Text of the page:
1. a member of any of various groups of agricultural and hunting people inhabiting the SE Democratic Republic of the Congo, some of whom are famous for their wood carvings.2. Also called Chiluba, Ciluba, Tshiluba. the Bantu language of the Luba, used as a lingua franca in the S Democratic Republic of the Congo.
* * *or BalubaCluster of some 5.6 million Bantu-speaking peoples who share a common political history surrounding the Luba-Lunda states. They are savanna and forest dwellers who hunt and gather, engage in agriculture, and keep livestock; they also fish intensively in the Congo and its tributaries. They have associations for hunting, magic, and medicine and a well-developed oral tradition that includes epic cycles. Two groups are noted as wood-carvers.Female Luba ancestral statue of carved wood; in the Musée de l'Homme, Paris.Courtesy of the Musee de l'Homme, Paris
* * *▪ peoplealso called Balubaa Bantu-speaking cluster of peoples of south-central Congo (Kinshasa). Numbering about 5,594,000 in the late 20th century, they inhabit a wide area extending throughout much of southern Congo. The name Luba applies to a variety of peoples who, though of different origins, speak closely related languages, exhibit many common cultural traits, and share a common political history with past members of the Luba empires, which flourished from approximately the late 15th through the late 19th centuries. (See Luba-Lunda states. (Luba-Lunda states)) Three main subdivisions may be recognized: the Luba-Shankaji of Katanga, the Luba-Bambo of Kasai, and the Luba-Hemba of northern Katanga and southern Kivu. All are historically, linguistically, and culturally linked with other Congo peoples. The Shankaji branch is also connected with the early founders of the Lunda Empire.The Luba are savanna and forest dwellers who practice hunting, food gathering, and agriculture (cassava, corn [maize]), keep small livestock, and live in villages of a single street, with rectangular thatched-roof huts along either side. They fish the Congo and its main tributaries intensively. In the 16th and 17th centuries, most of the Luba were ruled by a paramount chief (bulopwe, or balopwe), although smaller independent chiefdoms already existed. The breakdown of the empire resulted in the development either of smaller chiefdoms or of small autonomous local lineage groups. Luba practice circumcision and women's initiation; they have associations for hunting, magic, and medicine. They have a strong belief in a supreme being and worship ancestors and natural spirits. Literature, including epic cycles, is well-developed. The Shankaji and Hemba are renowned wood-carvers; they are especially known for their carvings of anthropomorphic figures, ceremonial axes, and headrests.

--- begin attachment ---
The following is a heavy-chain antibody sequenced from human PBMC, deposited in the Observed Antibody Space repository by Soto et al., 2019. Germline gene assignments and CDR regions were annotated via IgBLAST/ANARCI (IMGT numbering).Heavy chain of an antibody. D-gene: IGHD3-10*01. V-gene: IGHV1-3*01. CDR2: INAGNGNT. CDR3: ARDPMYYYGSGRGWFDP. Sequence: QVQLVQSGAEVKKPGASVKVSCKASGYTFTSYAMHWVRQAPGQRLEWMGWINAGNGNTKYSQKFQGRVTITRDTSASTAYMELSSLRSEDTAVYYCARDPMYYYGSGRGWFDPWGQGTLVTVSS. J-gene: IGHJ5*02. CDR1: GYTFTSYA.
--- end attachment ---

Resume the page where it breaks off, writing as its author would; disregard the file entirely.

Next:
* * *